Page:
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103 Years Celebration of the Nebraska Tractor Test Lab

One of the first tractors on the tractor test track (Sturm, ATB)

One of the first tractors on the tractor test track (Sturm, ATB)

Today's tractor next to one from 100 years ago

Today and then: Two John Deere tractor models (Sturm, ATB)

In great anticipation, Prof. Barbara Sturm and her colleagues Prof. Cornelia Weltzien and Dr. Sharvari Rautmade their way to Nebraska to attend the Annual International Meeting of the American Society of Agricultural and Biological Engineers (ASABE).
A highlight is the 103rd anniversary celebration of the University of Nebraska-Lincoln's tractor test lab. As a result of the Corona pandemic, the 100th anniversary celebrations could unfortunately not take place in 2020 as planned, and are now being repeated 3 years later.

The tractor test laboratory in Nebraska was the first test centre of its kind in the world. It has provided unbiased test results for tractor manufacturers since 1920 and is the officially designated tractor testing centre for the United States. Tractors are tested according to the Organisation for Economic Co-operation and Development (OECD) codes. Twenty-nine countries adhere to the tractor testing codes.

There are active tractor testing stations in about 25 of these countries. In Germany, a tractor test field based on the example in Nebraska was opened as early as 1929.
"Germany's first tractor test track was established at the site of today's Leibniz Institute of Agricultural Engineering and Bioeconomy (ATB) in Potsdam Bornim, about a year after the Bornim estate became an experimental farm. I am personally very pleased that this long-standing link still exists today. I am very much looking forward to continuing our close cooperation with ASABE and to extend our future cooperation to the University of Nebraska and its Farm of the Future (N-Farm). The Leibniz Innovation Farm for Sustainable Bioeconomy (InnoHof), which we will present to a broad international audience with several contributions at the Circular Bioeconomy Systems Day on Sunday offers great potential for fruitful future cooperation." explains Prof. Barbara Sturm, Scientific Director at ATB.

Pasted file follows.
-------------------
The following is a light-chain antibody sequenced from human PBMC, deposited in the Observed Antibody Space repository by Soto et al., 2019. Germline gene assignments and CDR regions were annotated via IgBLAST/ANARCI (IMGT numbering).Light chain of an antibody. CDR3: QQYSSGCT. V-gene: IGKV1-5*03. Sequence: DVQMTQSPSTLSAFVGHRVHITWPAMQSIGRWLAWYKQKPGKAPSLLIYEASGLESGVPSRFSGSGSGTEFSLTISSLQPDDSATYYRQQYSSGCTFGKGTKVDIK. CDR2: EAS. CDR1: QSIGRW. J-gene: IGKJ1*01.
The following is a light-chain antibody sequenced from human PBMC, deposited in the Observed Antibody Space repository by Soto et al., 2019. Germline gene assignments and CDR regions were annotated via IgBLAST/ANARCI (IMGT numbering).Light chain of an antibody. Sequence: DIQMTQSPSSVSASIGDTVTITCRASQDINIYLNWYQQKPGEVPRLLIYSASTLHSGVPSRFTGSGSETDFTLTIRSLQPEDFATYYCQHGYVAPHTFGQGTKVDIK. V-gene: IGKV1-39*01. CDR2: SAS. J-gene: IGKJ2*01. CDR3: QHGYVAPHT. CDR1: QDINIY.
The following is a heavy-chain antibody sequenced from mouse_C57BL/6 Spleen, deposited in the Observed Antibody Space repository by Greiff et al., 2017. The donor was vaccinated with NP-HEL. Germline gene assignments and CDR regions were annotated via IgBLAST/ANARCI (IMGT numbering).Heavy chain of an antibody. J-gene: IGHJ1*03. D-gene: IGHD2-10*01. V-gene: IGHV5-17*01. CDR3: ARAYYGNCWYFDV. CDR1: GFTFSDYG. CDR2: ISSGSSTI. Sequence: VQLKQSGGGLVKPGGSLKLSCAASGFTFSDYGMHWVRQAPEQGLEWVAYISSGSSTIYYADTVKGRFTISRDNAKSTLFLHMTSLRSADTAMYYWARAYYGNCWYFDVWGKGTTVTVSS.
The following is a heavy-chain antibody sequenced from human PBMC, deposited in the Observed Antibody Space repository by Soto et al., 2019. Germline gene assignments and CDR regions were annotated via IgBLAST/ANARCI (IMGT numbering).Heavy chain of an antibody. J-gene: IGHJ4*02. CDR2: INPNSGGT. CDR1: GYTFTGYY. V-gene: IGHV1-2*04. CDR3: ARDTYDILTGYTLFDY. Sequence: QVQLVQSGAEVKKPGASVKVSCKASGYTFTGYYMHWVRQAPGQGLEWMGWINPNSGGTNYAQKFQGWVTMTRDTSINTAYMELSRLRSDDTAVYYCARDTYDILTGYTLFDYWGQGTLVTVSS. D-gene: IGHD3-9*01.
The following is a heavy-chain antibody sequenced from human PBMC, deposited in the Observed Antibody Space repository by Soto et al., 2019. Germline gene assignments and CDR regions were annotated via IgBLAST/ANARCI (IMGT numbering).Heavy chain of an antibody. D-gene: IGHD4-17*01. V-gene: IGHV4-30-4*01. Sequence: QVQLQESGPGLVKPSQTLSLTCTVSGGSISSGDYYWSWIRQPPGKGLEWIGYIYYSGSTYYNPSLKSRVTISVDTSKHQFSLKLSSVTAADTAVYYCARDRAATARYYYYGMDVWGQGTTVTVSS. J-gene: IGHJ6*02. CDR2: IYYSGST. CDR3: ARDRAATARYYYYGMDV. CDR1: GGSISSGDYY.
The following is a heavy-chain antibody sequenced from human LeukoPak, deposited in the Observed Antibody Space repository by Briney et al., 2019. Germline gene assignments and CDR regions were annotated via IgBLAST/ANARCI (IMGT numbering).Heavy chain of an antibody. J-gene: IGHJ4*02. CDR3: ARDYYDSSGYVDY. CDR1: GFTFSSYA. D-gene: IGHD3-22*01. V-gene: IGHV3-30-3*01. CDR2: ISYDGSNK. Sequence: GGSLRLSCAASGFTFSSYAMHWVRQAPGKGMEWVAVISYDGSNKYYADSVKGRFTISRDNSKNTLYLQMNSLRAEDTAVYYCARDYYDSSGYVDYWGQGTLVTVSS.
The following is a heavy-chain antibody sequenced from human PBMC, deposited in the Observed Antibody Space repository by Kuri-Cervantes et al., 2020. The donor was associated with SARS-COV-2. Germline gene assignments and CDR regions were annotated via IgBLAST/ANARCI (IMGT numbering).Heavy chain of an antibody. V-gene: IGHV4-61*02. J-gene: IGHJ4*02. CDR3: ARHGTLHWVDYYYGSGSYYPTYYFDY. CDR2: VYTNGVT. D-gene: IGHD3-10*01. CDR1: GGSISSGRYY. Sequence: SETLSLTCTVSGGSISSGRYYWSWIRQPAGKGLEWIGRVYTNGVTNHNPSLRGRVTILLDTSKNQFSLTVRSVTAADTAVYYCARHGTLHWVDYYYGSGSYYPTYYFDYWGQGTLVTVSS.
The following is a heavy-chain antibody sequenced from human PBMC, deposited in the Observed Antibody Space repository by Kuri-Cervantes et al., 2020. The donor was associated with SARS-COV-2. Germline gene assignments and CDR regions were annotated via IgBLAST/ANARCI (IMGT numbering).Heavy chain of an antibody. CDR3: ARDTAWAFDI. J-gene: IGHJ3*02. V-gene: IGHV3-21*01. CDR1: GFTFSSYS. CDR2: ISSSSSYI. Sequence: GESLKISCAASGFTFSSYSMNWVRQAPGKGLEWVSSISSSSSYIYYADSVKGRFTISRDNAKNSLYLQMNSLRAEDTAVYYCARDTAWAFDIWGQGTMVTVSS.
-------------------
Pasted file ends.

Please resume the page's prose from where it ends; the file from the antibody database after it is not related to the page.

In 1929, the first German draught performance measurement wagon began its tests in Potsdam Bornim on unpaved ground. The manufacturer was the Institute for Agricultural Machinery at the Berlin Agricultural College. While agricultural machinery testing continued in Bornim in the GDR, tractor trials initially moved to the test fields at Schloss Rauischholzhausen near Marburg and Darmstadt-Kranichstein. Then, 50 years ago, today's DLG Test Centre Technology and Farm Inputs established the official German OECD test centre.